The blame game over the sudden halt of foreign flights to Israel is certainly one of the more interesting chapters in the ongoing Gaza story. There are those who are blaming the Americans for using the rocket attack on the town of Yehud near Ben Gurion International Airport as a pretext to pressure Israel to agree to a ceasefire. Indeed, Secretary of State John Kerry's arrival in Israel with that stated purpose in mind seems to give credence to the charge of an inappropriate use of economic pressure to achieve a political goal.
Having said all that, those of us who believe that the Obama administration has generally been economically supportive, but politically hostile to Israel, should avoid the blame-game on this issue. The sad truth is that for five years, Israel's political leadership irresponsibly ignored the hornet's nest that is called Gaza, hoping that peace negotiations with Fatah - our supposed partners in peace - would somehow be successful and that meanwhile, the rockets wouldn't cause us any serious damage. Well, it didn't work. The Hamas and Islamic Jihad terrorists, and even some from Fatah, continued to build up their rocket launching capabilities, until we have arrived at the present state of affairs, in which the rockets can reach the greater Tel Aviv area, including the airport.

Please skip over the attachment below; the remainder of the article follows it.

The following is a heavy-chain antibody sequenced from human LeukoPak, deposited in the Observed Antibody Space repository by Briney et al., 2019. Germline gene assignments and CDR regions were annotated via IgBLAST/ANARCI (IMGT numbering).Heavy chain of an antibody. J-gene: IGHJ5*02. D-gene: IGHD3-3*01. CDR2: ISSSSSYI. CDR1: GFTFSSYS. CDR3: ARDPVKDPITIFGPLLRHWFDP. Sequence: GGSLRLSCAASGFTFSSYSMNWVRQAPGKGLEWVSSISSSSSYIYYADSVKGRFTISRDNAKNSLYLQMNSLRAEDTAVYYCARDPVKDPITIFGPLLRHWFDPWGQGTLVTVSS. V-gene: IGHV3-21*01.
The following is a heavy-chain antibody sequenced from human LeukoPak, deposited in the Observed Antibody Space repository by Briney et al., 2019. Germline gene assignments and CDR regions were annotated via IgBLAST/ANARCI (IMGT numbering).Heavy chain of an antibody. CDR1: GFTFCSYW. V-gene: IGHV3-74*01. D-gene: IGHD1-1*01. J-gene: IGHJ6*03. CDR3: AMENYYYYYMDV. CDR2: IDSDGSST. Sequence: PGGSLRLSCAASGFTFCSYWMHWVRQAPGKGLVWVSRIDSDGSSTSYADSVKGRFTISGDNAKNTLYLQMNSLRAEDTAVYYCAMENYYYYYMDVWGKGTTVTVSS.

Should we be surprised that the American aviators and others are genuinely nervous about the safety of their passengers? After the recent downing of the Malaysian plane over the Ukraine, such concerns are not unwarranted. However, to blame the White House is an inappropriate use of the Freudian defense mechanism called "projection", in which we ascribe our faults to others. The fact is, that Israel's political leadership cannot avoid responsibility for allowing the security situation to get to this point. Now that doesn't mean that the folks in Washington are not culpable in any way. Obama, Clinton, and Kerry have spent much of the last five years pressuring Israel not to retaliate against its enemies - not Hamas, not Islamic Jihad, not Hezbollah, and not Iran.
The potential harm to the economy of such a halt to air travel can't be ignored, but all is not lost. By making war - and this time fighting to win - against Hamas and Islamic Jihad in Gaza, we have the potential to finally put an end to the rocket attacks that are threatening Israel's economy, as well as directly hurting its citizens.
It behooves our political leadership to go forward with a broad and bold vision to the future. Our international relations can be greatly improved, not by giving in to foreign pressure, but by standing firm in defense of our national security interests, in defense of our economy, and in defense of our citizens. Those interests will be served by giving the IDF a green light to continue its valiant efforts in defense of the homeland.